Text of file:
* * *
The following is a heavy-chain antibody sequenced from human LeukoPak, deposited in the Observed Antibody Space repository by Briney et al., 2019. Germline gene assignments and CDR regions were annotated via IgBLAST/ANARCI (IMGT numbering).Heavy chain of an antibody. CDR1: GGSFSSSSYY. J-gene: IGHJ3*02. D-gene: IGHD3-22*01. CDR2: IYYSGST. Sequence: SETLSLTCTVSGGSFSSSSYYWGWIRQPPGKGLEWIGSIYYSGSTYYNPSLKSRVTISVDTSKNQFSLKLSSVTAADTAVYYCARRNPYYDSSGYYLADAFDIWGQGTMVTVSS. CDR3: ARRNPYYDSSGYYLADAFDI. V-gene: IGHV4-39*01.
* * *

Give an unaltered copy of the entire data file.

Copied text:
The following is a heavy-chain antibody sequenced from human LeukoPak, deposited in the Observed Antibody Space repository by Briney et al., 2019. Germline gene assignments and CDR regions were annotated via IgBLAST/ANARCI (IMGT numbering).Heavy chain of an antibody. CDR1: GGSFSSSSYY. J-gene: IGHJ3*02. D-gene: IGHD3-22*01. CDR2: IYYSGST. Sequence: SETLSLTCTVSGGSFSSSSYYWGWIRQPPGKGLEWIGSIYYSGSTYYNPSLKSRVTISVDTSKNQFSLKLSSVTAADTAVYYCARRNPYYDSSGYYLADAFDIWGQGTMVTVSS. CDR3: ARRNPYYDSSGYYLADAFDI. V-gene: IGHV4-39*01.